Grinding online in 2006
Eventually all the regs got a lot better, and the uber fish started to slowly die out. The games had become more aggressive, and with that came higher variance. Oct/Nov/Dec of 2009 there was a long stretch of time where I was down swinging online. My old strategy of just loading up more tables and playing for longer hours were only making things worse. I had lost the confidence to play. I would question if I was even winning anymore. I would always play stupidly over-rolled for any game, so it wasn't really losing money that was bugging me, it was seeing regs that I use to crush start crushing me. In an attempt to regain confidence I moved down to $1/$2 only to run into another break even stretch. One morning I woke up, and as I was loading up my tables, I get stacked in the very first hand I played. I instantly closed all the tables I was loading up and just sat there staring at the screen. I was listening to Lady Gaga's 'Bad Romance'. Your brain can connect certain moments, thoughts, memories, feelings with certain sights, sounds, or smells. It was at this moment where I first thought about quitting poker. It's weird now that every time I hear that song Ooooh Oh, Caught in a Bad Romance... it immediately reminds me of how I felt that day. I got really honest with myself on that day and made a decision for the better. December 20th 2009, 3 years ago to the day, I quit playing online poker as a full-time pro.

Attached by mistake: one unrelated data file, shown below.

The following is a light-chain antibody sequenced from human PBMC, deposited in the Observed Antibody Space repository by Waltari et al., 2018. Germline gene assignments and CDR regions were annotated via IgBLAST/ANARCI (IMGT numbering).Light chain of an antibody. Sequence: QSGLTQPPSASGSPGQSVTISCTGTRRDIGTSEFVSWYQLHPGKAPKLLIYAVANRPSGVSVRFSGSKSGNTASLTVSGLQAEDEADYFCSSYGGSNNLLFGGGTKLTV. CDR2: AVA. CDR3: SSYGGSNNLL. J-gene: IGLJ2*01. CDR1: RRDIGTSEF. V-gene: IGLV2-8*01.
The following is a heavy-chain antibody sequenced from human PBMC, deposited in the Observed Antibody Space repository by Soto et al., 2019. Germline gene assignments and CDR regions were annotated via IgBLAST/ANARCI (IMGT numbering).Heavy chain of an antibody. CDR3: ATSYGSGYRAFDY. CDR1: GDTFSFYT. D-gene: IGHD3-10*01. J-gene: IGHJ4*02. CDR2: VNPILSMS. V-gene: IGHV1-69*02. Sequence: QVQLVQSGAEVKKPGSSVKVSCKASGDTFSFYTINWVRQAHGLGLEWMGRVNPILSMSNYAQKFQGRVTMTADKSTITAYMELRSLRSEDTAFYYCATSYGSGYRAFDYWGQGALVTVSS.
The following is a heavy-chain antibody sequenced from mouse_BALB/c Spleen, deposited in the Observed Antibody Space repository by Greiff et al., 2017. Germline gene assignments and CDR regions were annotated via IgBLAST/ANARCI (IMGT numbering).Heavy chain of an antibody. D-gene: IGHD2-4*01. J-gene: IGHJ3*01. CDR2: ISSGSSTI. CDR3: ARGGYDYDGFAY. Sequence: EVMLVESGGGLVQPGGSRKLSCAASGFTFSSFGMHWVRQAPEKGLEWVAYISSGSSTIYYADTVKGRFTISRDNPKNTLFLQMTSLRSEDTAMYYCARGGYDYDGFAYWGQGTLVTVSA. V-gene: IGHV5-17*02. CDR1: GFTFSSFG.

ElkY and me at Wynn Classic 2008